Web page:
As a youth I worked in a mine (though in hardrock, not coal, and for the experience, not out of necessity). I’ve done quite a few stints on newspapers, too. So the report on Upper Big Branch’s deadly mine and word of rural news bureaus closing jogged my memory in a not-too-pleasant way.
When the meejamoguls say that people will get their news in other ways – from the internet or from teevee – they’re just kidding and we know it, at least, we should. “News,” “facts” and reporting on both are now all but things of the past.
I don’t like teevee much – or movies, if it comes to that – but I do watch both, despite the self-loathing sometimes generated by doing so. Teevee news is for the most part appalling and the major networks’ attempts at it would be funny if they weren’t so bloody tragic. “We ask the hard questions” actually means “Our reporters pull the best faces during noddies.”
Even the weather reports have degenerated into sensationalized nothingnesses that alarm charming little-old-ladies like my beloved ma-in-law. Here in the hint-of-cyan grass one day last winter, there was no snow, no wind, the temperature was a sniffle above freezing and the roads had been salted, but a “mist had reduced visibility to nine miles.”
So I thought I was past being amazed or shocked by anything that the intrepid army of the newmeeja could show me until one of our local teevee stations hit giddy new heights – there’s an oxymoron – during its prime-time newscast (have I got the lingo right?).
A Lexington, Kentucky, channel opened its 6 pm time-slot (I’m getting the hang of this) with:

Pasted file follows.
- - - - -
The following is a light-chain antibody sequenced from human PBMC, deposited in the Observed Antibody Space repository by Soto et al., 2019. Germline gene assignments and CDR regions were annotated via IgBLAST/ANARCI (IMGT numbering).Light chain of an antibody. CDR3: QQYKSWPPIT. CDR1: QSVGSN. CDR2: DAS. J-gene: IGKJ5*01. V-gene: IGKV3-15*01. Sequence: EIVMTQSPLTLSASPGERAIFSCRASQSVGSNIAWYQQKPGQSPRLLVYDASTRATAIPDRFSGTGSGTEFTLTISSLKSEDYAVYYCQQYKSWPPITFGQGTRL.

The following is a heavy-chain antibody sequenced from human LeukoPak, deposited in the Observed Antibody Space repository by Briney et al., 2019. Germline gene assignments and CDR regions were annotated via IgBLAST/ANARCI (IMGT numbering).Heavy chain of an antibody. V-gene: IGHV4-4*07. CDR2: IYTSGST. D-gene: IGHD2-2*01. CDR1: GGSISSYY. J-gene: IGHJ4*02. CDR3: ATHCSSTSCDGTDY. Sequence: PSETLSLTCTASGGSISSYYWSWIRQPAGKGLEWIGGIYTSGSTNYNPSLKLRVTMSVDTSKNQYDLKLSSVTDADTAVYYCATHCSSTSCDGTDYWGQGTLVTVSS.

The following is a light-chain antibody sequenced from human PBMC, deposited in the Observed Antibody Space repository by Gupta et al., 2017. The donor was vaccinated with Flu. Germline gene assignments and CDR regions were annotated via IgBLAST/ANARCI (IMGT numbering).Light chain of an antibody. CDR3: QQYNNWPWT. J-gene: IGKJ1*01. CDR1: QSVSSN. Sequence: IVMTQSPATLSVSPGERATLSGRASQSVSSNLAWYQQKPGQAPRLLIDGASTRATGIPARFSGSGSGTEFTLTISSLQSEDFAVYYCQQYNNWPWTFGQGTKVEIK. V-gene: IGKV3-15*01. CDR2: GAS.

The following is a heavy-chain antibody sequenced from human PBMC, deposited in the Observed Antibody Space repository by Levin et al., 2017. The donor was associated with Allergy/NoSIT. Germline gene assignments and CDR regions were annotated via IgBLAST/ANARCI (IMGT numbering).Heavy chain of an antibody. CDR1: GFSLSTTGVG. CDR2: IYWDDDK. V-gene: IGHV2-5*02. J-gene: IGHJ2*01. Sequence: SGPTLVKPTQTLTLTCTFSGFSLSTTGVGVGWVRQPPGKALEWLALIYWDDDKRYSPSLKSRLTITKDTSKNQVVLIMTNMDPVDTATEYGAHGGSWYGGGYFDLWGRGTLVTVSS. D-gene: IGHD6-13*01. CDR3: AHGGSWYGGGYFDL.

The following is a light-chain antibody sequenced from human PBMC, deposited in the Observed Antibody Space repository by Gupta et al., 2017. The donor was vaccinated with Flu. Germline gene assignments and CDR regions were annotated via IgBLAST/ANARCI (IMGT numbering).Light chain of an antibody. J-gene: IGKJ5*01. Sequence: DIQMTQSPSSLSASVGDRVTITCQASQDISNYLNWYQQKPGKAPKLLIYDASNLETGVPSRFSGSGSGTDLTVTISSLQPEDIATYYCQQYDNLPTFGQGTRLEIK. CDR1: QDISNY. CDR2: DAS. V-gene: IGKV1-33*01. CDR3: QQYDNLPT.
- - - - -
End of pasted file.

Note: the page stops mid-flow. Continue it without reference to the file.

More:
“WLEX18’s BIG STORY at 6 o’clock…a coalminer has been killed in a rockfall in eastern Kentucky and we will be talking to his grieving family – but first, over to Mary at Rupp Arena where the Wildcats are on their way to number one spot….”
I haven’t got it down verbatim, but it reflects accurately what was presented, and how.
Oh hell, who cares? Just a bunch of hicks from the mountains and anyway, wasn’t he lucky to have a job instead of hanging around living on welfare in what’s left of his hills? And who even remembers the story today, other than members of his grieving family, of course, and maybe a few socialist, bleeding-heart liberals like me.
Oh, and speaking of mining. Yet again there’s talk about a merger of BHP Billiton and Rio Tinto.
If ever it does happen, you can kiss goodbye any delusions you might still have that governments run the world.
Frank Povah is a writer, editor and resident of Stamping Ground, Kentucky.